much dumber looking though
- 345 Posts. Joined 7/2012
- Select All Posts By This User
That's because 90% of the "dubstep" you hear these days is a abominable bastardization of the genre.
This is a decent example of what the genre originated as. Actually pretty calm and smooth. Not the ******* mess that you hear post-skrillex. Everything post-skrillex really needs a new genre classification.
I actually prefer this "new dubstep" to what you just posted
+1. I never thought real dubstep sounded like this. It's so...boring.
Umm, most kinds of dubstep post-Skrillex is called brostep. I'm surprised you didn't know that.
I'm fine with both personally, but then again I also listen to things like prog house, chill, hardstyle, hardcore and just about any other electronic genre.
Lol, I also listen to a lot of electronic music. Problem is, I don't know how to decribe any of it.
Wubwubwubwubwubwubwuwbwubwub - Dubstep
Du du du bee bee beee dudeudeiduebebeugbfsdixjrseisweapffoiesyayayayyayhehfieheeeeeee - prog house
clap clap clap burrr burrr burr burrr clap burrr burr burr burr calp - hardstyle
badumtss boom boom tss boom boom - DnB
Some links or song titles would've been great, but this will do.
However, I have listened to some DnB, so I think I know what it would sound like. Thanks a bunch for the insight.
Example of DnB
Example of hardstyle
Dubstep is rather blurred in terms of definition but you know the difference between it and "brostep".
Clockwork Hearts sounds like a track taken straight from your regular racing game, but yeah, DnB is cool. I had a pretty bad first impression when I listened to a remix of Taylor Swift's "I Knew You Were Trouble" in DnB. It was...it simply had no words.
Your hardstyle example reminds me of a few tracks I listened to somewhere. Pretty cool, btw. Thanks again.
I don't know why, but Beats has a certain appeal to me. My very first pair of Beats was the original Studios - in black. I didn't know what I was expecting, really. Every time I go to any electronics retailer that sells them, the Beats stand would always the one most accessible for demo use by customers. One day, I decided to get a pair. Sure, they were $499 AUD at the time, but I wanted to know the feeling of owning the world's most hated big-brand headphone.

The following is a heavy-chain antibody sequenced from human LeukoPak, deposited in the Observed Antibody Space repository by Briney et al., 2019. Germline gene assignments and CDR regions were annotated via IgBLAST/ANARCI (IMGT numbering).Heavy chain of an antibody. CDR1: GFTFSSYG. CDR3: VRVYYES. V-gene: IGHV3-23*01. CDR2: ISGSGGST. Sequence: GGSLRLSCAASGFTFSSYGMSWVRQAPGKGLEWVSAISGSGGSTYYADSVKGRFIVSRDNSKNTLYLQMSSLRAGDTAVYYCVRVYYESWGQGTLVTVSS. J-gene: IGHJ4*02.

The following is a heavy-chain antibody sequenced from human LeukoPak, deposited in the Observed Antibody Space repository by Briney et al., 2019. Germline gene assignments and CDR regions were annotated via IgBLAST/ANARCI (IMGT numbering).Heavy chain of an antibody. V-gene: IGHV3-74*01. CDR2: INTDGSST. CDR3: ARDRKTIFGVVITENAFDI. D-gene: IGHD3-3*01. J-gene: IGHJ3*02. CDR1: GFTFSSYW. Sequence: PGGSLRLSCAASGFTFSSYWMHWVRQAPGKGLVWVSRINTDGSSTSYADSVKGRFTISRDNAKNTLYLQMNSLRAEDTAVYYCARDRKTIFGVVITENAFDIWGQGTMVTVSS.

When I first opened up the box, I was met with beautiful packaging. Obviously, this was to impress the average consumer who cares about first impressions. The way the box slid open and unfolded to reveal the accessories on one side and the headphone on the other was unforgettable. I've never seen any headphone manufacturer care about packaging aesthetics this much. The cables and adapters were neatly stowed in its own little compartment, and so was the documentation. The headphone itself was, to my surprise, hidden in a mysterious looking oval-shaped zip case. Opening it revealed a pair of Beats Studios that were folded for portability.
I have to say, the Beats really is one of the most well designed headphones I've ever seen, both cosmetically and functionality-wise. The way everything comes together - the way the headband curves to the two earcups and such. The hinge mechanism is quite impressive. It pivots vertically at the yoke, and horizontally inside the earcup itself; sort of like a universal joint. I felt like the headphones were made specially for my big head.
The audio was what really got me. It was prominently bass heavy, but surprisingly detailed to the untrained ear. The active noise isolation was noticeable, but also noticeably noisy. All in all, this would lead the average listener to think of the Beats as a detailed headphone that has active noise isolation that worked. Some people may not notice the difference if it were a Bose QC15 maybe because it did the job a bit too well. If you do something right, people won't be sure you've done anything at all, right? This may have been the case.
Anyway, moving on. I'm boring myself with my reminiscing.
My second pair of Beats was the Pro Detox. mysteriously dark, very heavy and sounded crystal clear (relative to other bassy Beats models). The rotating earcup design is interesting. The black finish scratched easily to reveal the true nature of aluminium. It clamped my head too tightly, and leaked more than the Studios.
My third pair was the Beats Executive. It was like revisiting the Studios all over again. It was like combining the headband and rigid gunmetal construction of the Pros with the portable form factor and ANC of the Studios. It felt even better built than the Pros.
Beats Studios - headband broken in one side. After some very heavy modifications, they are now wireless and have two stainless steel headbands.
Beats Pro Detox - headband broke in both sides. After repairing them myself, I sold them to someone.
Beats Executives - headband broken at right hinge. Rewired and now out of service. The speaker drivers were an improvement over the Studios', so now they're in the Studios.
TL;DR: Beats appear to be good until they break. I have mixed feelings about them.
About the hate, I don't know why. Maybe it's cool to hate Beats without ever having personal experience with them.
This sounds about right. Simply saying that "because they suck" would be immature.